<p>I'm sorry for sounding too pedantic. But as the title of this thread demands, that is my "serious, open-minded" view.</p>

<p>The problem with that, though, PB & Nikki, is that you are using an English translation to make those examples without (I assume) an intimate knowledge of the Hebrew (and Greek and Aramaic) from which it is derived. Each translation makes changes in line with what the translators believe was meant. If a given passage is of a different genre than the beliefs of that translator would necessitate, it is quite possible that the translator might actually read and translate the passage within that understanding, causing it to appear like something it's not. Is that what is happening here? I don't know... while I have friends and such who read Hebrew and Greek, I myself do not, but my understanding is that there <em>are</em> reasons to view Genesis as more of a legend than a verbatim account of the creation of the world (and I think a smart, inquisitive 5-year-old could come up with a few of them...).</p>

<p>No...I can't think of any reasons - I'm evidently not a smart, inquisitive, 5 year old.</p>

<p>If we were to take the Bible literally, we would be forced to kill those who worked on the Sabbath (Exodus 35:2)</p>


<p>Actually, the only way your statement would be true is if one only read the Old Testament. Give the New Testament a read....especially Matthew 12 where Jesus elaborated about the Sabbath, or even Mark 2:27 where Jesus said that the Sabbath was made for man and not man for the sabbath. </p>


<p>Based on my biblical studies which included reviewing Genesis (as part of my college degree), the Hebrew text for the Creation story doesn't lead one to believe it is merely a legend. As with other portions of the Bible, the physical authors (those who put the words onto "paper") were not physically there to witness the events but had either reliable witnesses or were told directly by God what to write. Sciences "explanations" of old-aged earth is just Satan's way of confusing mankind. If God says He created everything in 6 days...then He created everything in 6 days, not 6 billion years by allowing man to evolve from amoeba to animal to human being.</p>

<p>nikkiil, what you're saying then questions the infallibility of the Bible. If the Bible is a factual document, every passage written in their must be true. If one part is wrong, then the whole thing comes into question according to your own argument. Why would that quote be less acceptable than any other passage? Why would later passages take precedence? </p>

<p>I'm not trying to goad an argument. What I'm saying is that logically the Bible just should not be taken literally. You look to the Bible for inspiration and learning, but to take every word written in a book over time, with none of it being written by the prophet himself, just does not make sense to me.</p>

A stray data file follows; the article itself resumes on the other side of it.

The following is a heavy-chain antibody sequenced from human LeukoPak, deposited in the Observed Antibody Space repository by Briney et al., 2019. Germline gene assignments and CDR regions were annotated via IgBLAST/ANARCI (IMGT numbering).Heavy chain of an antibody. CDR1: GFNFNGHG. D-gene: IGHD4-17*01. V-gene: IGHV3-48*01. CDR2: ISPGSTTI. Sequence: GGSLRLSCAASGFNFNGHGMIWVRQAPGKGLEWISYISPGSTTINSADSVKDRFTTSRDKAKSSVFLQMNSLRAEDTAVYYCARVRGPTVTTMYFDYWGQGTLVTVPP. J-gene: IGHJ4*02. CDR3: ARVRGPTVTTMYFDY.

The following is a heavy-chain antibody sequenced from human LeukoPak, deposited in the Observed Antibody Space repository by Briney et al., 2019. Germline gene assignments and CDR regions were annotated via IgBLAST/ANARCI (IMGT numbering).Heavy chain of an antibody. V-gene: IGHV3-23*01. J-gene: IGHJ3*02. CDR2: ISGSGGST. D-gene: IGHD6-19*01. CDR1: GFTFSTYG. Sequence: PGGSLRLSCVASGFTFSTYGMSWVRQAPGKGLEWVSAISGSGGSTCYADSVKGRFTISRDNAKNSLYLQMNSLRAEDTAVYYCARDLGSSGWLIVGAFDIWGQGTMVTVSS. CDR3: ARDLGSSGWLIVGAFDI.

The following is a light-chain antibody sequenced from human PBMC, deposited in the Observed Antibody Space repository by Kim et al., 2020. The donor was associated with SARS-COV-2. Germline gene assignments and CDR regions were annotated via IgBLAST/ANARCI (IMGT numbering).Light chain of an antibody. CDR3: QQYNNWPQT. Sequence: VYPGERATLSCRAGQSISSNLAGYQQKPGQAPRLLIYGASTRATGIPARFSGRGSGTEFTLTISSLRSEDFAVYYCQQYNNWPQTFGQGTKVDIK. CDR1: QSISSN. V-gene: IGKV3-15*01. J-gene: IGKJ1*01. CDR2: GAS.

<p>"If Genesis isn't literal, then neither is the birth of Jesus Christ, or the salvation offered through His death, nor the promise of eternal life."</p>

<p>The Bible contains 66 books written by a dozen authors over thousands of yearss--some guided more by God than others. Just because one book is poetic and metaphorical does not mean all the others have to be.</p>

<p>Even secular historians can vouch to the birth of Jesus Christ, and I know I can vouch to the change the Holy Spirit has brought into my life. And yet, I don't take the Genesis account of Creation literally. How can this be? Well, I base my faith not on the Bible--but on God instead.</p>

<p>^ in addition. The bible was assembled about 360 years after jesus died by a council called by the bishop of alexandria who did so because there were a lot of blasphemers and no real concrete list of acceptable texts. The bible was further defiled in the 15th century by king jimmy or james or whoever who decided that he no longer wanted the influence of rome within his kingdom, so he translated the bible from latin to english and cut out a few books that proclaimed that to gain wealth is evil because this theme did not fit will within the anglo culture he desired. I would also assume that your christian college does not use a real bible, aka "the bible" but rather uses a crappy King jamesifyed translation of it like the NIV.</p>

<p>I'm an atheist just so you guys know where I'm coming from. Anyways, I'm just wondering if any of you christians believe that god could have caused the "big bang" (created life through the formation of the universe with the "big bang") and used evolution as the mechanism to influence the way life took shape.</p>

<p>TBoonepickens: I'm a senior in high school and not applying to any Christian-by-name schools. And I'd be curious to hear from you what a "real" Bible might be, if the billions in production today are somehow fake. </p>

<p>Angryasianman: That's an extremely common belief among all the Christians I know, including myself. </p>

<p>Remember: Genesis itself seems to favor an indirect form of creation. Genesis 1 itself states, in the New International Version (sorry, Tboonepickens) , "Then God said, 'Let the land produce vegetation: seed-bearing plants and trees on the land that bear fruit with seed in it, according to their various kinds.' "</p>

<p>Additionally, we have, "Let the land produce living creatures according to their kinds: livestock, creatures that move along the ground, and wild animals, each according to its kind."</p>

<p>These lines, even if you don't take them literally (as I do not), would imply that God made the universe through an indirect mechanism. These quotes in Genesis don't show God forming little trees and cows out of clay; instead, they portray Him commanding the Earth (land) to produce such animals. Evolution could very well be that tool. </p>

<p>This explanation runs into some trouble when discussing the creation of humankind, but that's another matter of discussion.</p>